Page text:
Glaucoma affects as many as 1 in 50 Australians, with half of those unaware they are living with the condition. It is usually caused by high intraocular pressure, due to fluid in the eye not properly draining, which gradually damages the optic nerve resulting in a permanent loss of vision.
The condition is painless and typically progresses slowly but identifying those who are likely to lose vision quickly is a difficult task.
Specialists use visual field tests to track the progress of a patient’s vision loss. The test, which requires a patient to respond to brief flashes of dim lights shown throughout their field of vision, can produce inaccurate results due to its subjectively challenging nature.
“It’s a bit like playing the board game Guess Who?” says Dr Zhichao Wu, Head of Clinical Biomarkers Research at CERA.
“Every time a person with glaucoma comes in to see the specialist they do a visual field test, but you have got to do that every six months for up to six years before you can be certain that there is real change happening to a patient’s sight.
“If someone is truly losing vision at a rate that will significantly affect their functional vision and it takes that many years to find out, you’re going to find out when it’s far too late.”
Looking for signs
Dr Wu’s new Clinical Biomarkers Research team is working to identify new biomarkers of glaucoma using artificial intelligence that will reduce the reliance on visual field tests and find those patients who are in urgent need of care.
Biomarkers are measures of processes in the body that can be used to identify a disease and monitor its progression. The more that can be found, the more ways a practitioner can track the progress of a particular disease.
Using state-of-the-art imaging of the eye and artificial intelligence, Wu’s new team will find new biomarkers that will help precisely determine an individual’s rate of glaucoma progression.
“The new imaging will allow us to get a more complete and detailed picture of the nerve tissue inside the eye, and we will exploit for pattern recognition to pick up characteristic patterns that indicate very early signs of progressive glaucoma damage,” says Dr Wu.
This new research will enable the treatment of each patient to become highly individualised, necessary to prevent irreversible vision loss.
“We’re aiming to go from six years to six months in terms of our timeframe for detecting glaucoma progression,” says Dr Wu.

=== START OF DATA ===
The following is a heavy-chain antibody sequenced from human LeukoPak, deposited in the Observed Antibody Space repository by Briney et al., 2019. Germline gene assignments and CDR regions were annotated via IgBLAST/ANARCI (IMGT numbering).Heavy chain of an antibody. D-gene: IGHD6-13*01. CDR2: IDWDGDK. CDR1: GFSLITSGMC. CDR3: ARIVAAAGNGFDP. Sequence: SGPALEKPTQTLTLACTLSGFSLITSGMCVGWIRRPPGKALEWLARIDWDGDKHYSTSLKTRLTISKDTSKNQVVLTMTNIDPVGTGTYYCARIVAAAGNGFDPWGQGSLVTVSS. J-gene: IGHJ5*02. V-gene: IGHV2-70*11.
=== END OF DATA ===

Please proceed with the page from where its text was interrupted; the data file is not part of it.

Using artificial intelligence to find new ways of identifying and monitoring disease is at the heart of several projects currently underway at CERA. Professor Mingguang He, Head of Ophthalmic Epidemiology at CERA, is developing an integrated AI screening system to find patients who are at risk of losing their sight from diabetic eye disease, glaucoma or age-related macular degeneration.
In other studies underway at CERA, led by Associate Professor Peter van Wijngaarden and Dr Xavier Hadoux, novel imaging methods are being combined with artificial intelligence to investigate biomarkers for Alzheimer’s disease, diabetic retinopathy and a range of other conditions.
Overall, this work aims to provide practical benefits for patients who otherwise might have not had their disease identified soon enough to start treatment to avoid vision loss.
“I’m an optometrist, and it is surprising just how often sight-threatening eye diseases are identified in the context of a routine eye check or glasses update,” says Dr Wu.
“In glaucoma people sometimes turn up with half their vision gone. We should have picked that up years and years ago.
“Our hope is that with new imaging methods and AI tools we can be better equipped to detect eye disease and save sight.”
CERA scientists are at the forefront of artificial intelligence research, developing and applying innovative technologies to detect and better understand eye disease.
CERA researchers have received a major funding boost for projects using artificial intelligence and powerful imaging technologies to prevent vision loss and gain greater insight into the ageing process.